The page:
Pest

Prepare now – gypsy moth caterpillars return

Gypsy moth caterpillar with distinctive blue and red dots

Gypsy moth caterpillar with distinctive blue and red dots

This June, gypsy moth populations may rise to damaging levels in parts of Wisconsin. High numbers of gypsy moth caterpillars are a tremendous nuisance and can strip trees of their leaves. Combined with other stresses, such as drought or attacks by additional tree pests, this may kill the tree. The insect’s favorite food is oak leaves, but it will feed on many other tree species such as aspen, birch, crabapple and willow. You can take action to reduce the number of caterpillars that will feed on your trees, including placing sticky barrier bands on the susceptible tree species. Continue reading “Prepare now – gypsy moth caterpillars return”

Oak wilt and hickory mortality Forest Health Fact Sheets are available

The forest health program is in the process of updating some of our publications as Forest Health Fact Sheets. These publications offer biology, impact, prevention and management information about specific threats to forest health. Our new oak wilt fact sheet and hickory dieback and mortality fact sheet are currently available on the DNR’s forest health oak wilt and bark beetle webpages and will be available in the DNR’s online publications catalog  in the near future. Enjoy!

Written by: Mike Hillstrom, forest health specialist, Wisconsin Dells (Michael.Hillstrom@Wisconsin.gov), 715-459-1371.

Emerald ash borer new locations in Wisconsin

EAB quarantine map. Counties shaded in tan are quarantined for EAB, and include much of the southern half of Wisconsin, as well as other counties. Areas shaded in green are the townships and municipalities where EAB has actually been identified, and shows that not all counties that are quarantined are fully infested.

EAB quarantine map. Counties shaded in tan are quarantined for EAB, green areas are townships and municipalities where EAB has actually been identified.

Emerald ash borer (Agrilus planipennis) continues to be found in new areas. Wisconsin continues to track EAB at the municipality or township level; quarantine counties are shown in tan and infested areas are shown in green on the map.

If you know you have EAB, please contact us with that information so we can verify the infestation and update the maps. If your area:

  • is not shaded in green on the map please contact DNR or
  • is not shaded at all on the map please contact DATCP.

You can reach both agencies from the menu options when you call 1-800-462-2803.

New county quarantines

  • none

New finds in counties already quarantined

  • Brown County — village of Bellevue
  • Door County — village of Egg Harbor
  • Fond du Lac County — village of Rosendale and town of Springvale
  • Vernon County — town of Franklin

Written by: Linda Williams, forest health specialist, Green Bay, (Linda.Williams@wisconsin.gov), 920-662-5172.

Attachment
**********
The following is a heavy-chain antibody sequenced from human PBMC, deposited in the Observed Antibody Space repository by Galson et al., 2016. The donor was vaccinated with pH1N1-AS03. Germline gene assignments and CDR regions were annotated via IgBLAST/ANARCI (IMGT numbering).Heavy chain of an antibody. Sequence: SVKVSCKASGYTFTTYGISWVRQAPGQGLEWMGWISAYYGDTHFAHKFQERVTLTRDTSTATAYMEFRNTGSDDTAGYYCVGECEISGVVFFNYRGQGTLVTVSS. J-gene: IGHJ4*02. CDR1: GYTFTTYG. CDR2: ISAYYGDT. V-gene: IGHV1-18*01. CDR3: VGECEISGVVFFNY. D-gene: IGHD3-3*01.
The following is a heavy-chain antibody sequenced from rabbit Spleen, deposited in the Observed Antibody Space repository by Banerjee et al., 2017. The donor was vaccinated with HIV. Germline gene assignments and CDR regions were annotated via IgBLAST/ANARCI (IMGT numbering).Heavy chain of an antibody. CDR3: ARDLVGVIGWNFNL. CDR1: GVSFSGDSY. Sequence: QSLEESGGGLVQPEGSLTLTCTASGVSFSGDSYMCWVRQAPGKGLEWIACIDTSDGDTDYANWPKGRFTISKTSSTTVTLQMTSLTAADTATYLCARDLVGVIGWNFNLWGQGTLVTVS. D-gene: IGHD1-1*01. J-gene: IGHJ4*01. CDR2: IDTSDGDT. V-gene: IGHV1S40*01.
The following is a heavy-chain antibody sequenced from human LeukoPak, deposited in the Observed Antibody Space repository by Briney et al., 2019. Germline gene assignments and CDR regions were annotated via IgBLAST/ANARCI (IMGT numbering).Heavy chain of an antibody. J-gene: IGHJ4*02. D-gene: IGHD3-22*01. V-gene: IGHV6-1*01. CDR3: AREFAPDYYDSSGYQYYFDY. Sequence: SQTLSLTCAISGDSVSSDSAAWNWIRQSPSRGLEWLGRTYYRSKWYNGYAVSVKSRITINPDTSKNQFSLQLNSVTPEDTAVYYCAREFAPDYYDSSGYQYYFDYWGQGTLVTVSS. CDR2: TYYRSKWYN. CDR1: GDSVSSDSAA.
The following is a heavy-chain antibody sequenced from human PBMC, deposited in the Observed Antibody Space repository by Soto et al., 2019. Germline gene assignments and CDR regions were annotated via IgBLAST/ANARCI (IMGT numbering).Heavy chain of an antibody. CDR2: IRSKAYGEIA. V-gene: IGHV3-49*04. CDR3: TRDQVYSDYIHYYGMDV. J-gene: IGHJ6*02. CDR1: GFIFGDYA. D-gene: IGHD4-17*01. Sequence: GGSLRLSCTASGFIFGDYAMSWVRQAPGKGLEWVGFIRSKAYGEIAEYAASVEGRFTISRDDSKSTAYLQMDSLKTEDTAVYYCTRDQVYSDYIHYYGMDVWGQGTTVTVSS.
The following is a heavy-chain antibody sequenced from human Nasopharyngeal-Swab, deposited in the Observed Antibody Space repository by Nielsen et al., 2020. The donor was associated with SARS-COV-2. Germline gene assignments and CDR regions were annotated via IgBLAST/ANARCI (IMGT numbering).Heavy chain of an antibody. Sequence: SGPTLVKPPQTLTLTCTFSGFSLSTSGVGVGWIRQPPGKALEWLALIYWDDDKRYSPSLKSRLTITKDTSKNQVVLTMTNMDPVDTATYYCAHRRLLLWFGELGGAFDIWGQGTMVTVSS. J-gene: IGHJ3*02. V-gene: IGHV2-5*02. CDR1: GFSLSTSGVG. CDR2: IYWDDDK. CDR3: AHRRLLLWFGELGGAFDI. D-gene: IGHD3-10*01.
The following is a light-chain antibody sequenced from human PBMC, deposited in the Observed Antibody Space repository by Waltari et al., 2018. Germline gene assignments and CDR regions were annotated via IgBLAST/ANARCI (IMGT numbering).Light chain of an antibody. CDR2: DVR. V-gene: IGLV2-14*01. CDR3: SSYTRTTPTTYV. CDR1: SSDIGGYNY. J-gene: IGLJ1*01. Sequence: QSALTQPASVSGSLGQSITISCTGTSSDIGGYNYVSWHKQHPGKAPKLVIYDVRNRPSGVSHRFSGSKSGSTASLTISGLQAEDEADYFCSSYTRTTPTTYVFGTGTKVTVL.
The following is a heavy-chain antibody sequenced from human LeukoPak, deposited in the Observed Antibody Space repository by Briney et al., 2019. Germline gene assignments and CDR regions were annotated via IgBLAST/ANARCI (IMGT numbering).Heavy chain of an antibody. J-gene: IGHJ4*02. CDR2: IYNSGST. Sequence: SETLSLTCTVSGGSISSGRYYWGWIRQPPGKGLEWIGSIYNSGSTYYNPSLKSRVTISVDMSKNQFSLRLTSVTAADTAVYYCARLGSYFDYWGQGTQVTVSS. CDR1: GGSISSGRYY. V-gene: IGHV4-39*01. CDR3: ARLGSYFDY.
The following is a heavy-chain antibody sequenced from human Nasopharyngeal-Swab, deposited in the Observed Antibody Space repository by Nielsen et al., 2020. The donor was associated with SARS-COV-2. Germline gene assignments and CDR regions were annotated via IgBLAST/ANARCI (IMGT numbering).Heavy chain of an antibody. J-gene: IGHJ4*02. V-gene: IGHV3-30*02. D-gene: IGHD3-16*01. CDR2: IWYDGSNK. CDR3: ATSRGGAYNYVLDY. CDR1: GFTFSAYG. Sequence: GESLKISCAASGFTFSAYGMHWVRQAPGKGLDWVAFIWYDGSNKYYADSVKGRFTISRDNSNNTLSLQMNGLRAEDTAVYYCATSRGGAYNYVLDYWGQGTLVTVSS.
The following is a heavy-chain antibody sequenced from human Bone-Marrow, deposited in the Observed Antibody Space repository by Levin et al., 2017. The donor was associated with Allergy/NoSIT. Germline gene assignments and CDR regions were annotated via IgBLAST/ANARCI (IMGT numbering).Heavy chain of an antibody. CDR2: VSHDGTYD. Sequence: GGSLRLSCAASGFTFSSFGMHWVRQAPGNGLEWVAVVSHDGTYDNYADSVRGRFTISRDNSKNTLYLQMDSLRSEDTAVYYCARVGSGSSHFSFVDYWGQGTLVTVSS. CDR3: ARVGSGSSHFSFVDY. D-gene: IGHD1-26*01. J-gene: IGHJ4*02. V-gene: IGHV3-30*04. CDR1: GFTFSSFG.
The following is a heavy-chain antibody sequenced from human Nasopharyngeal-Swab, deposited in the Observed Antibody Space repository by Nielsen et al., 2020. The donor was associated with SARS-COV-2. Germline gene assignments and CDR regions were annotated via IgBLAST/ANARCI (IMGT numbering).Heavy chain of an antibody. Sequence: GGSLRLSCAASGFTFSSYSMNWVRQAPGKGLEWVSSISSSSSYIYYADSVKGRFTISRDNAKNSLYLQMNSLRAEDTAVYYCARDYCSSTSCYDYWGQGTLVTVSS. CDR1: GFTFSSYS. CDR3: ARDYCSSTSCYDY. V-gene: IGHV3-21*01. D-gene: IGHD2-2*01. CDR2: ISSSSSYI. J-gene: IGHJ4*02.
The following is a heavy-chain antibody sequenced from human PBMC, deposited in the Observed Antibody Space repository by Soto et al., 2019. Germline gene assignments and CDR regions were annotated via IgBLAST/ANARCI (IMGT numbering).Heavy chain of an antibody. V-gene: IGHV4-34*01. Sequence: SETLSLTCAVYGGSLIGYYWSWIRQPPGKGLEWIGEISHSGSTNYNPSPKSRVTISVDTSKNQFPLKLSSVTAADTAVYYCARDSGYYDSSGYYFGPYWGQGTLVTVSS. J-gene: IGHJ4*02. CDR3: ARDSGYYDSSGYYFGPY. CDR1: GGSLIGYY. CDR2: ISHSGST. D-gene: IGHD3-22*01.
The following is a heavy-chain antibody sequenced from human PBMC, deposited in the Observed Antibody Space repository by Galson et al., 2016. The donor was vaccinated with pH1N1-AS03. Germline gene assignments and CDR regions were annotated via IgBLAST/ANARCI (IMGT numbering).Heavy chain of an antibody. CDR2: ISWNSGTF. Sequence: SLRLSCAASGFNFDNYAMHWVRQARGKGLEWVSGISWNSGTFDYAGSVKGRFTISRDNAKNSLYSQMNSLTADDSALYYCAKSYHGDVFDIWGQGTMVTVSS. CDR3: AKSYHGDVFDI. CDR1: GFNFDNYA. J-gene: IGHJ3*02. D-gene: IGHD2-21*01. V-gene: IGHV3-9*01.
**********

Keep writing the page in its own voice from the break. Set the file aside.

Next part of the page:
Slime molds and yeasts are bright and slimy

Several reports have recently come in of bright orange slime on trees or on mulch in Brown, Door and Shawano counties. Slime molds and yeasts can make bright colors, usually pink, orange, or yellow. Don’t panic – they don’t harm the tree. Often the orange, slimy areas on trees are associated with sapsucker wounds, where the tree has been bleeding sap on which microorganisms are growing. We see these most during the spring when the weather is moist, but once the weather warms the slime will dry up, leaving just a faint orange tinge to the tree where they were.

Sapsuckers wound trees and return to lick the sap that oozes from the wounds.

Sapsuckers wound trees and return to lick the sap that oozes from the wounds.

A stump is covered by orange slime. Slime molds and yeasts can be orange, pink, or yellow.

Slime molds and yeasts can be orange, pink, or yellow. Photo by: Gerald Vomastic

 

Written by: Linda Williams, forest health specialist, Green Bay, (Linda.Williams@wisconsin.gov), 920-662-5172.

Eastern spruce dwarf mistletoe

Eastern spruce dwarf mistletoe (Arceuthobium pusillum), is a parasitic flowering plant that can be very damaging to black spruce, although it can also attack other spruces. Occasionally you’ll see it on other species growing amidst spruce such as tamarack, white pine, red pine, jack pine, or balsam fir. Continue reading “Eastern spruce dwarf mistletoe”

Forest tent caterpillar update

Forest tent caterpillars do not make web nests but may congregate and rest in groups on the bark.

Forest tent caterpillars do not make web nests but may congregate and rest in groups on the bark.

Caterpillars hatch from the eggs of a forest tent caterpillar egg mass.

Caterpillars hatch from the eggs of a forest tent caterpillar egg mass.

Forest tent caterpillars are hatching. Egg mass surveys were conducted in Iron, Ashland, Bayfield, Sawyer, Polk, Washburn, Douglas and Burnett counties, and no egg masses were observed. Surveys in Vilas, Oneida and Forest counties found very few egg masses.

Based on this information we expect low numbers and minimal defoliation again this year, but please let us know if you see forested areas with more significant defoliation.

Written by: Linda Williams, forest health specialist, Green Bay, (Linda.Williams@wisconsin.gov), 920-662-5172.

 

Invasive insects and disease awareness month